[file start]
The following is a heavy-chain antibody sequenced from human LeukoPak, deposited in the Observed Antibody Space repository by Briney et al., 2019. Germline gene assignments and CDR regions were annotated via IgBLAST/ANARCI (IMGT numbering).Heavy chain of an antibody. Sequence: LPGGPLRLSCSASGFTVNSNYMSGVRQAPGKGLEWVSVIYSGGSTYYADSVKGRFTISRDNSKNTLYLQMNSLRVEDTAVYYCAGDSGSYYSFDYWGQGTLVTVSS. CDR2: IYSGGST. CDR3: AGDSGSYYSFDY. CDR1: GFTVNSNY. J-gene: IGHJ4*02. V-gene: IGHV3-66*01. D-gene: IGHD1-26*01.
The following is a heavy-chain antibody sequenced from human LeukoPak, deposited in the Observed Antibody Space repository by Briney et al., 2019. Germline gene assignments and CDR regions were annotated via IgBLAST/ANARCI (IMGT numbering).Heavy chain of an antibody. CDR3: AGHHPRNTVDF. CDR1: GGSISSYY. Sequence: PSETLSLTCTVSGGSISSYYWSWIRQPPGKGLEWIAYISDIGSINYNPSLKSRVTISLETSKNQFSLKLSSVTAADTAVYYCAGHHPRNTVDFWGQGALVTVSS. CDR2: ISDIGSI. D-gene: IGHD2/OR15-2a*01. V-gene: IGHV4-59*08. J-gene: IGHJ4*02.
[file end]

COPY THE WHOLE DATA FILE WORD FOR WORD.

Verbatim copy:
The following is a heavy-chain antibody sequenced from human LeukoPak, deposited in the Observed Antibody Space repository by Briney et al., 2019. Germline gene assignments and CDR regions were annotated via IgBLAST/ANARCI (IMGT numbering).Heavy chain of an antibody. Sequence: LPGGPLRLSCSASGFTVNSNYMSGVRQAPGKGLEWVSVIYSGGSTYYADSVKGRFTISRDNSKNTLYLQMNSLRVEDTAVYYCAGDSGSYYSFDYWGQGTLVTVSS. CDR2: IYSGGST. CDR3: AGDSGSYYSFDY. CDR1: GFTVNSNY. J-gene: IGHJ4*02. V-gene: IGHV3-66*01. D-gene: IGHD1-26*01.
The following is a heavy-chain antibody sequenced from human LeukoPak, deposited in the Observed Antibody Space repository by Briney et al., 2019. Germline gene assignments and CDR regions were annotated via IgBLAST/ANARCI (IMGT numbering).Heavy chain of an antibody. CDR3: AGHHPRNTVDF. CDR1: GGSISSYY. Sequence: PSETLSLTCTVSGGSISSYYWSWIRQPPGKGLEWIAYISDIGSINYNPSLKSRVTISLETSKNQFSLKLSSVTAADTAVYYCAGHHPRNTVDFWGQGALVTVSS. CDR2: ISDIGSI. D-gene: IGHD2/OR15-2a*01. V-gene: IGHV4-59*08. J-gene: IGHJ4*02.